There is no biological relationship between the temperature at which water changes from a liquid to a gas (100°C at sea level) and the temperature at which organisms in the water are killed. Boiling is just a convenient end point that is recognizable by anyone. There is an inverse relationship between heat and time: more heat, less time needed to kill; more time, less heat needed to kill. All of the pathogenic organisms start to be killed at 60°C or less. During the time it takes to go from 60°C to boiling, all organisms that could cause diar­rhoea are inactivated. All diarrhea-related bacteria are killed by one-minute exposure at 65°C. Hepatitis A virus is particularly resistant to heat, but it is killed with a one-minute ex­posure at 85°C, and longer exposures at lesser temperatures. Ciardia cysts are killed with five minutes exposure at 55°C. These figures demonstrate why the decreased boil­ing temperature associated with altitude does not decrease the effectiveness of boiling water for purification. Even at 5800m, the boiling temperature of water is still 81 °C. With the time it takes to bring water from 55° to 81 °C and back down to a drinkable temperature, all diarrhoea-causing organisms would be inactivated.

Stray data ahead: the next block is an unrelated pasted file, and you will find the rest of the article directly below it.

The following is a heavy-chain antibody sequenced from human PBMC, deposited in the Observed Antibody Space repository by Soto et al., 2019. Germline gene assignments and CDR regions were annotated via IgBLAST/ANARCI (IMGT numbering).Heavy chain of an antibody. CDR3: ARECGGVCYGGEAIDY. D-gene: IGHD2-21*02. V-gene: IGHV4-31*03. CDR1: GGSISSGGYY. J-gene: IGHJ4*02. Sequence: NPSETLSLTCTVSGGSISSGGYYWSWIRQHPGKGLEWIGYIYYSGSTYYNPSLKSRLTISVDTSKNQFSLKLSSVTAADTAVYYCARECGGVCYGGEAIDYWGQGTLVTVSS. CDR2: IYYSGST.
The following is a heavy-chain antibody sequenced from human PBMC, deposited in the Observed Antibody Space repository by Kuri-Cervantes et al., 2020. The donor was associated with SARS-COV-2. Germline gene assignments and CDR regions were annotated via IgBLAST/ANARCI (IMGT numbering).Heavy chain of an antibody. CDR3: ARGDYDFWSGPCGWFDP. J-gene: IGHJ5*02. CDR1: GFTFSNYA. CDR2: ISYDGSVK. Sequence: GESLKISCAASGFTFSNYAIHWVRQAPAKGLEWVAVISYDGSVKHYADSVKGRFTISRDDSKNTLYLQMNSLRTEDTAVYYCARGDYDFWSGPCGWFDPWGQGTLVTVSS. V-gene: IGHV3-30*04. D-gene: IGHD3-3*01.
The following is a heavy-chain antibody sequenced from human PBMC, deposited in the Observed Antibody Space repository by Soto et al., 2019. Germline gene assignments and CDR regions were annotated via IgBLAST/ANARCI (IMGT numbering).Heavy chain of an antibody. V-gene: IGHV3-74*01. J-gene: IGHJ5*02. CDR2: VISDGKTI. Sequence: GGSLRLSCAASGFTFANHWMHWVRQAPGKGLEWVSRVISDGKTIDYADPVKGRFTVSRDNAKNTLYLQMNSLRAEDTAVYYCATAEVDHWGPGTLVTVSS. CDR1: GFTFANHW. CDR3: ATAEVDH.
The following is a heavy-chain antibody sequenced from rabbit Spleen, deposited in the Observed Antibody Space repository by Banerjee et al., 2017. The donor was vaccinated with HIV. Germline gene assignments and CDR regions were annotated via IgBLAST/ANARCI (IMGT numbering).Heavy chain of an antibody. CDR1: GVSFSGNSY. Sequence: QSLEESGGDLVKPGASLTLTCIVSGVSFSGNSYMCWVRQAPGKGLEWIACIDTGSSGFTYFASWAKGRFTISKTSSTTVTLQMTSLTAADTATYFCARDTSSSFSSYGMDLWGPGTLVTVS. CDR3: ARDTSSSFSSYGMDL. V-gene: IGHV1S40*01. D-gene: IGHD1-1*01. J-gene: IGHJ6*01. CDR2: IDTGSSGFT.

Water Filters

Filtering devices for disin­fecting water while travelling or trekking continue to be a popular consideration 4>r third-world travel. There are two types of filtering systems: those that provide mech­anical filtration only, based on the pore size, and those that expose the water to iod­ine in addition to filtration. The organizing that cause diarrhoea vary considerably in size. Protozoa, such as Giardia and amoebas, are seven to 10 microns in diameter. Bacteria are about 0.4 microns in diameter, and filtering devices have a pore size that ranges from 0.2 microns to one micron. Viruses can easily go through a pore opening at least four times larger than itself. A pore size of at least 0.2 microns is considered necessary to successfully filter bacteria and protozoa. Mechanical filtering alone cannot guarantee the elimination of viruses, so iodine resins have been added to some filters to deal with this problem. Good mechanical filters with iodine resins can produce safe water. Mech­anical filters alone would not be adequate for trekking in Nepal.

Food